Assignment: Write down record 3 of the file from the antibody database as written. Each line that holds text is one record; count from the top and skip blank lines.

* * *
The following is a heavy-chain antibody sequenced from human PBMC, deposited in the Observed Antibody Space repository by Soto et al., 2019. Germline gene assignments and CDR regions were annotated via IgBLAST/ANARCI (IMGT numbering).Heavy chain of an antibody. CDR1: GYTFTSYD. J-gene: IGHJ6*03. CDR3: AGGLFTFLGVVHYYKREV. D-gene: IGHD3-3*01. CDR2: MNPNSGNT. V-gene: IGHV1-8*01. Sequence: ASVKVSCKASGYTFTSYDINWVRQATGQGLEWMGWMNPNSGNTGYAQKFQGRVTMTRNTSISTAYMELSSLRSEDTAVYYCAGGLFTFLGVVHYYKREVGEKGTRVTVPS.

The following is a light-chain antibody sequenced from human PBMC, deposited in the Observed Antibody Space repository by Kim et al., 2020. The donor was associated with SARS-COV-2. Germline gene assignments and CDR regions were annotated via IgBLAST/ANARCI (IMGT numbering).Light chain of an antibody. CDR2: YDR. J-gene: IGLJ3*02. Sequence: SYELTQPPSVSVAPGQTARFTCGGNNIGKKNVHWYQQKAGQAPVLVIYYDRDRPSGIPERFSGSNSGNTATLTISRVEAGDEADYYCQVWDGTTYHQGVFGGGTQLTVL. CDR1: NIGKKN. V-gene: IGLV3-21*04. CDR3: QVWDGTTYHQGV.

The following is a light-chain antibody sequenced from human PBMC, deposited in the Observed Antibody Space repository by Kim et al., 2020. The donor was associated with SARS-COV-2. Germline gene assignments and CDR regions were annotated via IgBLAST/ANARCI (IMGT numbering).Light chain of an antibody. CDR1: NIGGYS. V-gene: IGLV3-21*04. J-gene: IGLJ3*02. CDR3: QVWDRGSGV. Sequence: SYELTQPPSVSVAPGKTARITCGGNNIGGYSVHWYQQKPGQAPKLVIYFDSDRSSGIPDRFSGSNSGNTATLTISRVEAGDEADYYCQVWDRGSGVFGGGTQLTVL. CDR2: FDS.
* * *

The following is a light-chain antibody sequenced from human PBMC, deposited in the Observed Antibody Space repository by Kim et al., 2020. The donor was associated with SARS-COV-2. Germline gene assignments and CDR regions were annotated via IgBLAST/ANARCI (IMGT numbering).Light chain of an antibody. CDR1: NIGGYS. V-gene: IGLV3-21*04. J-gene: IGLJ3*02. CDR3: QVWDRGSGV. Sequence: SYELTQPPSVSVAPGKTARITCGGNNIGGYSVHWYQQKPGQAPKLVIYFDSDRSSGIPDRFSGSNSGNTATLTISRVEAGDEADYYCQVWDRGSGVFGGGTQLTVL. CDR2: FDS.